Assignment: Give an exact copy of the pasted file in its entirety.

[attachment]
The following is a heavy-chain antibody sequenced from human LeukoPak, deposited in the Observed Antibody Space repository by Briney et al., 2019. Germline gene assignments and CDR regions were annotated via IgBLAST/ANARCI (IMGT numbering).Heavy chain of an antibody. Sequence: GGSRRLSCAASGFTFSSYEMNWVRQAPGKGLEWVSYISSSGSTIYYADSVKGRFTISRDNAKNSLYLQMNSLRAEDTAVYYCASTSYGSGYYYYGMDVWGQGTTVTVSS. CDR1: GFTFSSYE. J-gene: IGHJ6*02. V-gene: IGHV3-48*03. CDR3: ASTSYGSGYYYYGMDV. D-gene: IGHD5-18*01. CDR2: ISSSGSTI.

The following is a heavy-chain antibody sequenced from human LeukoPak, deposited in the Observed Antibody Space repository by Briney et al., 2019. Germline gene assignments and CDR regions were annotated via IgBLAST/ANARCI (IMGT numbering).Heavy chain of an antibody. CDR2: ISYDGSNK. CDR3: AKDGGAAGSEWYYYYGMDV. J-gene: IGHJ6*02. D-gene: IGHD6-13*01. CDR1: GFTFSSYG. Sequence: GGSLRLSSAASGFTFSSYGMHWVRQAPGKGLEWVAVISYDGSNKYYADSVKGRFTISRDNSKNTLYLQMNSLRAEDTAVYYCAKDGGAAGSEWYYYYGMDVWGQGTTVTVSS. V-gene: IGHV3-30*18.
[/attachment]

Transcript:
The following is a heavy-chain antibody sequenced from human LeukoPak, deposited in the Observed Antibody Space repository by Briney et al., 2019. Germline gene assignments and CDR regions were annotated via IgBLAST/ANARCI (IMGT numbering).Heavy chain of an antibody. Sequence: GGSRRLSCAASGFTFSSYEMNWVRQAPGKGLEWVSYISSSGSTIYYADSVKGRFTISRDNAKNSLYLQMNSLRAEDTAVYYCASTSYGSGYYYYGMDVWGQGTTVTVSS. CDR1: GFTFSSYE. J-gene: IGHJ6*02. V-gene: IGHV3-48*03. CDR3: ASTSYGSGYYYYGMDV. D-gene: IGHD5-18*01. CDR2: ISSSGSTI.

The following is a heavy-chain antibody sequenced from human LeukoPak, deposited in the Observed Antibody Space repository by Briney et al., 2019. Germline gene assignments and CDR regions were annotated via IgBLAST/ANARCI (IMGT numbering).Heavy chain of an antibody. CDR2: ISYDGSNK. CDR3: AKDGGAAGSEWYYYYGMDV. J-gene: IGHJ6*02. D-gene: IGHD6-13*01. CDR1: GFTFSSYG. Sequence: GGSLRLSSAASGFTFSSYGMHWVRQAPGKGLEWVAVISYDGSNKYYADSVKGRFTISRDNSKNTLYLQMNSLRAEDTAVYYCAKDGGAAGSEWYYYYGMDVWGQGTTVTVSS. V-gene: IGHV3-30*18.